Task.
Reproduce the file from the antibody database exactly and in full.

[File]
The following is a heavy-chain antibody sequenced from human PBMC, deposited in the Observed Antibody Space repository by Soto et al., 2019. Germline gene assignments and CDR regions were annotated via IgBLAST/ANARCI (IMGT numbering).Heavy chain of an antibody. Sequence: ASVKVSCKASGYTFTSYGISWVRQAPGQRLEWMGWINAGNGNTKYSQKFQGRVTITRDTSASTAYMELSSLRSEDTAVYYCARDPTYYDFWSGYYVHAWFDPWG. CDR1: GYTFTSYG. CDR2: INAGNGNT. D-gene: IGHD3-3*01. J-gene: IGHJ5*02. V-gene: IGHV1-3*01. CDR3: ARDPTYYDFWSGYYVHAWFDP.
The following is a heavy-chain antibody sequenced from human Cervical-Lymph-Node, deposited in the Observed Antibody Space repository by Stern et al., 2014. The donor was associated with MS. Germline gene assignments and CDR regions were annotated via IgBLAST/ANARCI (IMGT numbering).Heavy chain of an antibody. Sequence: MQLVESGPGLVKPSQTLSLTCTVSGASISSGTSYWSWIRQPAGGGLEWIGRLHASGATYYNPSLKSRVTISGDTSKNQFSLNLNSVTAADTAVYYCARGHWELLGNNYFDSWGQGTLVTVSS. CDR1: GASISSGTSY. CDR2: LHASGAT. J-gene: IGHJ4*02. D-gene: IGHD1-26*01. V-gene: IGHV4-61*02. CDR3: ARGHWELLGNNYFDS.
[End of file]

The following is a heavy-chain antibody sequenced from human PBMC, deposited in the Observed Antibody Space repository by Soto et al., 2019. Germline gene assignments and CDR regions were annotated via IgBLAST/ANARCI (IMGT numbering).Heavy chain of an antibody. Sequence: ASVKVSCKASGYTFTSYGISWVRQAPGQRLEWMGWINAGNGNTKYSQKFQGRVTITRDTSASTAYMELSSLRSEDTAVYYCARDPTYYDFWSGYYVHAWFDPWG. CDR1: GYTFTSYG. CDR2: INAGNGNT. D-gene: IGHD3-3*01. J-gene: IGHJ5*02. V-gene: IGHV1-3*01. CDR3: ARDPTYYDFWSGYYVHAWFDP.
The following is a heavy-chain antibody sequenced from human Cervical-Lymph-Node, deposited in the Observed Antibody Space repository by Stern et al., 2014. The donor was associated with MS. Germline gene assignments and CDR regions were annotated via IgBLAST/ANARCI (IMGT numbering).Heavy chain of an antibody. Sequence: MQLVESGPGLVKPSQTLSLTCTVSGASISSGTSYWSWIRQPAGGGLEWIGRLHASGATYYNPSLKSRVTISGDTSKNQFSLNLNSVTAADTAVYYCARGHWELLGNNYFDSWGQGTLVTVSS. CDR1: GASISSGTSY. CDR2: LHASGAT. J-gene: IGHJ4*02. D-gene: IGHD1-26*01. V-gene: IGHV4-61*02. CDR3: ARGHWELLGNNYFDS.